Indeed, companies will have to make tough strategic decisions on how to manage the turmoil: Should they shed some operations, make selective acquisitions or diversify into new lines of business? But as they move outside their comfort zones in search of new growth, contractors run the risk of venturing into areas they don't fully understand and for which they are ill-prepared to compete—a mistake that was oft repeated during the massive aerospace consolidation of the 1990s. “They have a lot of money, they're panicked about their revenues declining and they're starting to look way outside their core,” says TPC adviser Harlan Irvine of Deloitte Consulting. “You can destroy value in a hurry if you don't think through how it is going to work.”
The companies that consistently rank high in the TPC rankings, such as Lockheed Martin, Rockwell Collins, Precision Castparts and FLIR Systems, are benefitting from years of carefully planned investments and strategic moves (see five-year graphs, page 52).
For the second consecutive year, Boeing topped the TPC rankings of publicly traded companies with revenues of more than $20 billion, beating out second-place Lockheed Martin. Boeing's score of 90 was the highest of any company in this year's study and the third-highest TPC score posted since 1998, bested only by Lockheed Martin in 2007 and General Dynamics in 1999. The Chicago-based airframer has endured a flood of negative publicity from the grounding of its 787 jet following meltdowns of the aircraft's advanced lithium-ion batteries. But TPC analysts predict the price tag of cleaning up the mess and getting the 787 back into service will not materially affect the balance sheet of a company with more than $82 billion in annual revenue.
Boeing's rival, Airbus parent EADS, came in with a significantly lower TPC score of 64, but its rising profit margins point to a brighter future. “I would not be surprised if they moved up in the rankings next year,” says adviser Antoine Gelain of Candesic. “It's still a relatively young company, and they are going in the right direction.” Ironically, EADS's failed bid to merge with BAE Systems may prove fortuitous in the near term as most of the company's sales remain on the booming commercial side of the aerospace industry. “Airbus is doing extremely well, and European defense is doing extremely poorly,” notes Thompson.
So why didn't EADS finish higher in this year's rankings? While the company's operational performance is heading in the right direction, it is short of the mark for best-in-class status. EADS's operating margin of 3.2% last year was less than half of Boeing's 7.4%. “Their new governance model will help, but they are still saddled with European social welfare policies,” notes Captain.
Northrop Grumman, once a laggard among large defense contractors, continued its climb in the TPC rankings, rising to third place with a score of 80. The company posted operating margins of 12.4% while Huntington Ingalls, the ship division that it spun off in 2011, had margins of just 5.1%. And while Raytheon's score was flat from last year, TPC advisers believe the company is uniquely positioned for the downturn, with a strong missile-defense business and roughly a quarter of its sales generated outside the U.S. “In this new affordability environment, existing equipment will be upgraded rather than replaced,” notes Thompson. “That's their sweet spot.”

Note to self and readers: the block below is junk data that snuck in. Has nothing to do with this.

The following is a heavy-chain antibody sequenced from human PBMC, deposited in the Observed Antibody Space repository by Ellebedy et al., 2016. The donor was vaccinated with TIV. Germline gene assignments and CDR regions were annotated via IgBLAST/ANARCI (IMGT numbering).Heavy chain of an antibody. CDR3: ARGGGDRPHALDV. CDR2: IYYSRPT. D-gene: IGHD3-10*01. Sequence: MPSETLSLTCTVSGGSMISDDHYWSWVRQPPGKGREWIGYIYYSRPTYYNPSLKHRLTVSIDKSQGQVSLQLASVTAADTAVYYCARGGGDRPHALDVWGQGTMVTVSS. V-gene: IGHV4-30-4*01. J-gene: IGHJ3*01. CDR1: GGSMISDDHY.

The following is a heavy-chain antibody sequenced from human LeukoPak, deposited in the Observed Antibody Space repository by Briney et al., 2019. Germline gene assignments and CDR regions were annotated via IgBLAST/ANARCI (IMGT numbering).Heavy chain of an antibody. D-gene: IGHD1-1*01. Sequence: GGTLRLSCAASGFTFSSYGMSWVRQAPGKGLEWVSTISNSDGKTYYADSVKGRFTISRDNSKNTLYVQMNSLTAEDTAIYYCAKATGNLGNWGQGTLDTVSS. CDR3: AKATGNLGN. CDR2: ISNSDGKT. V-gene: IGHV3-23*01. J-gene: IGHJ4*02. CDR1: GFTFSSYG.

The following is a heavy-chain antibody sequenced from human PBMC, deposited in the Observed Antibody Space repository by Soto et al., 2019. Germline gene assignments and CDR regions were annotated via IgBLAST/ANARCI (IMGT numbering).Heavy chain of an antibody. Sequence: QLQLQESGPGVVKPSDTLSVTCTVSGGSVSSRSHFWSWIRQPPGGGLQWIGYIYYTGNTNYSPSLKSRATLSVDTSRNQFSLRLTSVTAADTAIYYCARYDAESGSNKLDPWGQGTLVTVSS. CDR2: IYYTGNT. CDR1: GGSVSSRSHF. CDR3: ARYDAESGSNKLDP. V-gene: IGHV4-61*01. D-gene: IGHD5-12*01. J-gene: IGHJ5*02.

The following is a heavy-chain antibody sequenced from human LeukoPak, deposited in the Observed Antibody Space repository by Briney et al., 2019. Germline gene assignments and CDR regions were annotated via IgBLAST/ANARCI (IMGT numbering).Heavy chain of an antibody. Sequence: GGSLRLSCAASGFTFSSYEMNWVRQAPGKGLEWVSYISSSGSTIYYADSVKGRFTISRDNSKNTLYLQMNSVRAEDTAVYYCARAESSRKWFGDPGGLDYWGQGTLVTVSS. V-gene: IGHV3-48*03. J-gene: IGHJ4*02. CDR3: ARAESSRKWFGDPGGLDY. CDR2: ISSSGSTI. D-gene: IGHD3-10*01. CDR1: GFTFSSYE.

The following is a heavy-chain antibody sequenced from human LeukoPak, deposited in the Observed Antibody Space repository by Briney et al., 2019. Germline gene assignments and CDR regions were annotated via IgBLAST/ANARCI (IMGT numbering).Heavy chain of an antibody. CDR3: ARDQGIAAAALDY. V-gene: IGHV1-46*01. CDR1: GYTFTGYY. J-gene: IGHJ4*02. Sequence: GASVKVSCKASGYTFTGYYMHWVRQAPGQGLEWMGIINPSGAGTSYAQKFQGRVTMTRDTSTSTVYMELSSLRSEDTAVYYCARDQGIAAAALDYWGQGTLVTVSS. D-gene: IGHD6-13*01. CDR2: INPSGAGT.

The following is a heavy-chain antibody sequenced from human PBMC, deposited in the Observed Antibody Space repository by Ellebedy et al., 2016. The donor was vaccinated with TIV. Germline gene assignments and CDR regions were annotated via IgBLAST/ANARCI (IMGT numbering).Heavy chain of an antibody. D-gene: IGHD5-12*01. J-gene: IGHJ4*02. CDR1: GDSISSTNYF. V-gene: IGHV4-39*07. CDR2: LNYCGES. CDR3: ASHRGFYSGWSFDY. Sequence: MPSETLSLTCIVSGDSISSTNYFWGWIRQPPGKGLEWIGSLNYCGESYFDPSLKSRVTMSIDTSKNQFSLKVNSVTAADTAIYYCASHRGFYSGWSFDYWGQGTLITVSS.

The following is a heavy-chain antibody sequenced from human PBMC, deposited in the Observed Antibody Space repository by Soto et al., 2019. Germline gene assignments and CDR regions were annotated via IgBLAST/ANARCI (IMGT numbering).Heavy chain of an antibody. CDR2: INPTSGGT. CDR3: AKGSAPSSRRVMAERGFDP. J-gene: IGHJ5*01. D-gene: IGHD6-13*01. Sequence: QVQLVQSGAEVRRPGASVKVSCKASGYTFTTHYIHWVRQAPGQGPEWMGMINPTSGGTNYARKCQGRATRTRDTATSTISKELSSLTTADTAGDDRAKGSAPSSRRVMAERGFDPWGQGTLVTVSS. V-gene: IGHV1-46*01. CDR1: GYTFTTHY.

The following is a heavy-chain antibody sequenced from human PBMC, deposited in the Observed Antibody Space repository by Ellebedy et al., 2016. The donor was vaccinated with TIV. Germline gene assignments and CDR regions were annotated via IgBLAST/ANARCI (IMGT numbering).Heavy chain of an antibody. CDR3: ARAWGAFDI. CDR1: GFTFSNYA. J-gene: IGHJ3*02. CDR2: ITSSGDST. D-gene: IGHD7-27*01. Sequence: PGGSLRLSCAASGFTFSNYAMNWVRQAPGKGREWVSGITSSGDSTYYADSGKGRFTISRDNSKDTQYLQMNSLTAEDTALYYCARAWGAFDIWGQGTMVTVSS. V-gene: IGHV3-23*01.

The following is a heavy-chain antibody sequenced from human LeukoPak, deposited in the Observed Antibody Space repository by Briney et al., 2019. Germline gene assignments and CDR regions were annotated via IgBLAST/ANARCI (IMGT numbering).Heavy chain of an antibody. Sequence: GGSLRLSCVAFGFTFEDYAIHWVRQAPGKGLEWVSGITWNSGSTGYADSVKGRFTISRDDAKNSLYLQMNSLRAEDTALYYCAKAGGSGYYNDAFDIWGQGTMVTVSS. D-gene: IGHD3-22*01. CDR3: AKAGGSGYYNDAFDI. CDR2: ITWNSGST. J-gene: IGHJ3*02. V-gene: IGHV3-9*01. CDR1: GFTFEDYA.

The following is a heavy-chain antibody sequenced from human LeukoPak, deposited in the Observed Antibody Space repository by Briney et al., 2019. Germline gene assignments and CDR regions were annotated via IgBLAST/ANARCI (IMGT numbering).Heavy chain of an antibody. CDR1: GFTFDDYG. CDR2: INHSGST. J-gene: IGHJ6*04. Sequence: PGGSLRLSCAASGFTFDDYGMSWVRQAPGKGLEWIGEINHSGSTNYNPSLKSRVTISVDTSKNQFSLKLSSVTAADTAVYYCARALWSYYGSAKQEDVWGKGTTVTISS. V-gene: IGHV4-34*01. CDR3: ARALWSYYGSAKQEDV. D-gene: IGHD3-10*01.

United Technologies placed second-to-last in the large-company rankings, but TPC advisers say a key reason for that was the goodwill added to its balance sheet from last year's $18.4 billion acquisition of Goodrich. UTC's score is expected to rise in future years as the old Goodrich operations are integrated into the company and synergies kick in.
One of the most improved scores in this year's study went to Finmeccanica, but it was a dubious distinction. The Italian aerospace company's score of 36 was up from 15 last year, but that was only good enough to tie with Curtiss-Wright for the lowest score among the 58 companies ranked this year. Finmeccanica's high-profile acquisition of DRS Technologies in 2008 has proven difficult to integrate, and operations in its home market remain riddled with inefficiencies. TPC advisers speculate the company could seek a merger or—copying a strategy famously executed by General Dynamics in the early 1990s—sell off pieces to generate value for shareholders.
The top ranking among companies with revenue of $5-20 billion went to Dassault Aviation, which produces large business jets such as the Falcon 7X and Rafale fighters. Gelain believes the French company's score of 79 and its leap to the top from 12th place last year is no anomaly. “There is a misconception that Dassault relies on a monopoly in combat aircraft in France to generate most of its profits,” he says. “While it does have a monopoly position in military, that now accounts for only 25% of their business.”